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Province should move toward elimination of segregation in prisons

A new report that scrutinizes the practice of segregation in Ontario prisons and provides recommendations on how solitary confinement should be used doesn’t go far enough, as the province should be moving toward eliminating the practice altogether, Toronto criminal lawyer Breese Davies tells The Lawyer’s Daily.

As the article notes, the interim report from Howard Sapers, Independent Advisor on Corrections Reform, contains a number of recommendations including a 15-day cap on placements in solitary confinement; a ban on the use of solitary confinement for suicidal inmates or those who have been diagnosed with a severe mental illness; independent officers to oversee solitary confinement placements, renovations of a number of facilities and a ban on pregnant women and inmates with medical conditions being placed in solitary.

“I’ve been locked in a segregation cell and it’s horrible, but I also knew that when I knocked on the window someone would let me out because I was there as a lawyer,” Davies, principal of Breese Davies Law, says in the article.

“What I can’t imagine is being put into a segregation cell never knowing when that was going to end.”

Davies, who was counsel in the coroner’s inquest into the death of Ashley Smith who died of self-inflicted strangulation while at the Grand Valley Institution for Women, visited the prison to see the conditions in which Smith was being detained when she died. Davies says she asked to be locked in the cell alone, so she could feel what segregation was like.

“Every time I go to a prison I’m reminded of the fact that I’m incredibly lucky because I get to leave,” she says.

“I get let in and I get to observe what’s going on because of my position as a lawyer — but then I also have the right to leave. With that right to leave, I think comes an obligation on those of us who actually go into institutions to speak about what’s going on in them, to take on the issues, and to try and make the conditions better.”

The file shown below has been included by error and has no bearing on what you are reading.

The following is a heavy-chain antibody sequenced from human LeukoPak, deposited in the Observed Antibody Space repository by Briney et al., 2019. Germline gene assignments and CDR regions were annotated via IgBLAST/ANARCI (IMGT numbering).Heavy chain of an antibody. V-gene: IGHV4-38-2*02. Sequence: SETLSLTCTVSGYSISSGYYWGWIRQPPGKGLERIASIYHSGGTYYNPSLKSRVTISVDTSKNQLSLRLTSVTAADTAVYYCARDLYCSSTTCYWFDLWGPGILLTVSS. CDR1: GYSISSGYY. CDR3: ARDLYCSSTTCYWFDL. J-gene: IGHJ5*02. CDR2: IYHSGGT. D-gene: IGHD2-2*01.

In terms of the interim report, Davies says: “We should not be satisfied with laws that simply prevent correctional services from engaging in behaviour that the U.N. has said can constitute as torture.

“We should actually be moving towards eliminating segregation altogether because the one thing I think this report makes clear — and certainly if you read this report in conjunction with the ombudsman’s report that was recently released — is that correctional services cannot be trusted to manage policies and rules around the use of segregation.

"If you allow them to use segregation they will find workarounds on how to keep people in segregation for long periods of time. They’ll call it something else. They’ll redefine things. They’ll come up with ways to get around the reviews. If you allow them to use it, it will continue to be the default. My view is we have to be moving towards complete elimination of the use of segregation,” she adds.

Davies tells The Lawyer’s Daily that Sapers’ recommendations should be used during a transition period while the government works toward banning segregation.

“There are a whole bunch of things you need to do in order not to rely on segregation as the easy solution,” she says.

“First of all you have to actually have health care facilities, because someone who is sick should not be segregated. You need to not imprison mentally ill people.

"If someone had a heart attack in a jail the answer would not be to put them in segregation until they recovered. They would be sent to a hospital where they would be treated and they would recover and then they would be brought back into the institution.

"We have to start treating mental health as the same sort of issue and we don’t because they take them out of general population and they say ‘you’re difficult to manage, so we’ll just put you in segregation.’”

Women who are pregnant or have children while they’re in custody should also have proper facilities, says Davies, who adds that programs to keep inmates engaged would also reduce "management issues."

“Obviously there are moments in time when inmates need to be separated from one another for protection reasons, but you can always find a solution that does not involve locking someone in a cell for 23 hours a day,” she says.

“Right now we have a culture where that’s the go-to solution. As the ombudsman said, it’s meant to be the last resort, but it’s usually the first and only resort when there [are] some issues that the institution deals with that [are] problematic to manage.

"In my view, the Ministry of Correctional Services has proven itself incapable of managing itself in a way that complies with human rights and we should not let them use it [segregation],” says Davies.

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